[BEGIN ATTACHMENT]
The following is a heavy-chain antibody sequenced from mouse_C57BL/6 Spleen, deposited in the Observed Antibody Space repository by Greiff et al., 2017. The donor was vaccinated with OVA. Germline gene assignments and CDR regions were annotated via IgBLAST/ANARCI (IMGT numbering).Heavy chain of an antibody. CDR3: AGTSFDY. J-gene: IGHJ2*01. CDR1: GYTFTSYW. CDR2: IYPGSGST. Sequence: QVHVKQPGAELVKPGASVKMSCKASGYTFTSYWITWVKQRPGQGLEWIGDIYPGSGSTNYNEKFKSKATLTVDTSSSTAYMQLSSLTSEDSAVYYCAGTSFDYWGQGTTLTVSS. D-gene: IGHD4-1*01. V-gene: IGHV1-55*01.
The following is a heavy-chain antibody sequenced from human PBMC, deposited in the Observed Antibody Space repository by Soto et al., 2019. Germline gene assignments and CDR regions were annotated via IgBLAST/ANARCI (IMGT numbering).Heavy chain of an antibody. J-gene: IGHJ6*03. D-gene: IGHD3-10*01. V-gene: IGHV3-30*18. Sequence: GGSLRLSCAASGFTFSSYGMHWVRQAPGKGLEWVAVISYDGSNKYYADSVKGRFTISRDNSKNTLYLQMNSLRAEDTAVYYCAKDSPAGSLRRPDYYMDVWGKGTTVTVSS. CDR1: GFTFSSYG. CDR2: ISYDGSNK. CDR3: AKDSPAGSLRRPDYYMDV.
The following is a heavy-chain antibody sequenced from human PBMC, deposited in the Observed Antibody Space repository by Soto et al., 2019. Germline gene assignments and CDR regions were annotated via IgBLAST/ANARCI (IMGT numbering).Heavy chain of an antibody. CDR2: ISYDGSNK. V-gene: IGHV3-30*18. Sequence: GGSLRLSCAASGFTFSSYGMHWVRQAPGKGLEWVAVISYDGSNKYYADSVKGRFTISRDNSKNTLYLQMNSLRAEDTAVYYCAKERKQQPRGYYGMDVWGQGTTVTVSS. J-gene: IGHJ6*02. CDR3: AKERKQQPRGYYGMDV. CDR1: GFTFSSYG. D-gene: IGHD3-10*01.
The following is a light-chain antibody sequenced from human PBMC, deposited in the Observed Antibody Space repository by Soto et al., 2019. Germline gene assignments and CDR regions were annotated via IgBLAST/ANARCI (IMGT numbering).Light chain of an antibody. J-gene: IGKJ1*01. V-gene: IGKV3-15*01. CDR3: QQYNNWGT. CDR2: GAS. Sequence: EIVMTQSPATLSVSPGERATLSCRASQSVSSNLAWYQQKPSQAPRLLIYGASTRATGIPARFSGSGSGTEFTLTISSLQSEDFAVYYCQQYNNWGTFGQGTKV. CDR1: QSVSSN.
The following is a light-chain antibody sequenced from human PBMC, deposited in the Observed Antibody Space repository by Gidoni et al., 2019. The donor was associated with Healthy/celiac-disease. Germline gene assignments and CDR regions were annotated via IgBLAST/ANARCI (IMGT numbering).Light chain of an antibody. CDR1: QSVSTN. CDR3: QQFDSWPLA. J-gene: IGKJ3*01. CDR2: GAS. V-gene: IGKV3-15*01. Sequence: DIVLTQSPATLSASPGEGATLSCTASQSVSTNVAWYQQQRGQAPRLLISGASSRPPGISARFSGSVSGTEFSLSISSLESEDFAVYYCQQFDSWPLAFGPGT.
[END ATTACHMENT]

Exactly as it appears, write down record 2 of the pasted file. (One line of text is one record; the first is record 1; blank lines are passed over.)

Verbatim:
The following is a heavy-chain antibody sequenced from human PBMC, deposited in the Observed Antibody Space repository by Soto et al., 2019. Germline gene assignments and CDR regions were annotated via IgBLAST/ANARCI (IMGT numbering).Heavy chain of an antibody. J-gene: IGHJ6*03. D-gene: IGHD3-10*01. V-gene: IGHV3-30*18. Sequence: GGSLRLSCAASGFTFSSYGMHWVRQAPGKGLEWVAVISYDGSNKYYADSVKGRFTISRDNSKNTLYLQMNSLRAEDTAVYYCAKDSPAGSLRRPDYYMDVWGKGTTVTVSS. CDR1: GFTFSSYG. CDR2: ISYDGSNK. CDR3: AKDSPAGSLRRPDYYMDV.